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Hyperbolic discounting, the sign effect, and the body mass index

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  • Ikeda, Shinsuke
  • Kang, Myong-Il
  • Ohtake, Fumio

Abstract

Analysis of a broad survey of Japanese adults confirms that time discounting relates to body weight, not only via impatience, but also via hyperbolic discounting, proxied by inclination toward procrastination, and the sign effect, where future negative payoffs are discounted at a lower rate than future positive payoffs. Body mass index is positively associated with survey responses indicative of impatience and hyperbolic discounting, and negatively associated with those indicative of the sign effect. A one-unit increase in the degree of procrastination is associated with a 2.81 percentage-point increase in the probability of being obese. Subjects exhibiting the sign effect show a 3.69 percentage-point lower probability of being obese and a 4.02 percentage-point higher probability of being underweight than those without the sign effect. These effects are substantial compared with the prevalence rates of the corresponding body mass status. Obesity and underweight thus result in part from the temporal decision biases.

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Bibliographic Info

Article provided by Elsevier in its journal Journal of Health Economics.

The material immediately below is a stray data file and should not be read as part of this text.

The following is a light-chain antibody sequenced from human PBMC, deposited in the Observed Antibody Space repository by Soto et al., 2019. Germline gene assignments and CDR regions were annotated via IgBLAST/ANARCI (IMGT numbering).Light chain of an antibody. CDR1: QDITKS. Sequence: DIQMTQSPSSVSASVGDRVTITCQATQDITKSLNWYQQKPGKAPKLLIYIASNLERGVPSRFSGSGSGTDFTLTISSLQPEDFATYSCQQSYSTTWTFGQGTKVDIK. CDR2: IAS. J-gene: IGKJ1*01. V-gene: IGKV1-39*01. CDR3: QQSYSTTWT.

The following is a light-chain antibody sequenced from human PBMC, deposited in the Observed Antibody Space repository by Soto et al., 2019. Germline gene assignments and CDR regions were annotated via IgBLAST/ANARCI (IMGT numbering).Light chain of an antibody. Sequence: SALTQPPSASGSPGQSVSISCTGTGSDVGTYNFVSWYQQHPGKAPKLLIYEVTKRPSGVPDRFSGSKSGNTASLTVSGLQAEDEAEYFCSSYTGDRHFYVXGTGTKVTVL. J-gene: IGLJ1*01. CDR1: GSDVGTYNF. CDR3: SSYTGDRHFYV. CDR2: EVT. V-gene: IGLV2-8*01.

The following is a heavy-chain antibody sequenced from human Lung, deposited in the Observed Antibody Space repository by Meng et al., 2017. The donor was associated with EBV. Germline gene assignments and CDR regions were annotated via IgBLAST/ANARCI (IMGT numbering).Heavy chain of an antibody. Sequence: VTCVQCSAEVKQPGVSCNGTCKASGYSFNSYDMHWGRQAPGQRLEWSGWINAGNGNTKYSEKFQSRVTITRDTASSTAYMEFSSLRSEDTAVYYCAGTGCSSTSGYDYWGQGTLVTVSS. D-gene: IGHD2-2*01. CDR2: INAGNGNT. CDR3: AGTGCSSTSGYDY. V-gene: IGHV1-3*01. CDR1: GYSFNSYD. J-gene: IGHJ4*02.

Volume (Year): 29 (2010)
Issue (Month): 2 (March)
Pages: 268-284

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Handle: RePEc:eee:jhecon:v:29:y:2010:i:2:p:268-284

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Web page: http://www.elsevier.com/locate/inca/505560

Related research

Keywords: Obesity Hyperbolic discounting Sign effect BMI Underweight;

References

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Citations

Blog mentions

As found by EconAcademics.org, the blog aggregator for Economics research:
  1. Behavioral Economics: Are Impatient Procrastinators More Likely To Get Fat? Yes!
    by Miguel in Simoleon Sense on 2011-03-01 23:05:29
  2. Links 1/03/2011
    by Liam Delaney in Geary Behaviour Centre on 2011-03-01 15:54:00
Citations are extracted by the CitEc Project, subscribe to its RSS feed for this item.
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Cited by:
  1. Liu, Yaqin & Ferreira, Susana & Colson, Gregory & Wetzstein, Michael, 2013. "Obesity and Counseling," 2013 Annual Meeting, August 4-6, 2013, Washington, D.C., Agricultural and Applied Economics Association 149947, Agricultural and Applied Economics Association.
  2. Alfredo R. Paloyo & Arndt Rüdiger Reichert & Holger Reinermann & Harald Tauchmann, 2011. "The Causal Link Between Financial Incentives and Weight Loss – An Evidence-based Survey of the Literature," Ruhr Economic Papers, Rheinisch-Westfälisches Institut für Wirtschaftsforschung, Ruhr-Universität Bochum, Universität Dortmund, Universität Duisburg-Essen 0290, Rheinisch-Westfälisches Institut für Wirtschaftsforschung, Ruhr-Universität Bochum, Universität Dortmund, Universität Duisburg-Essen.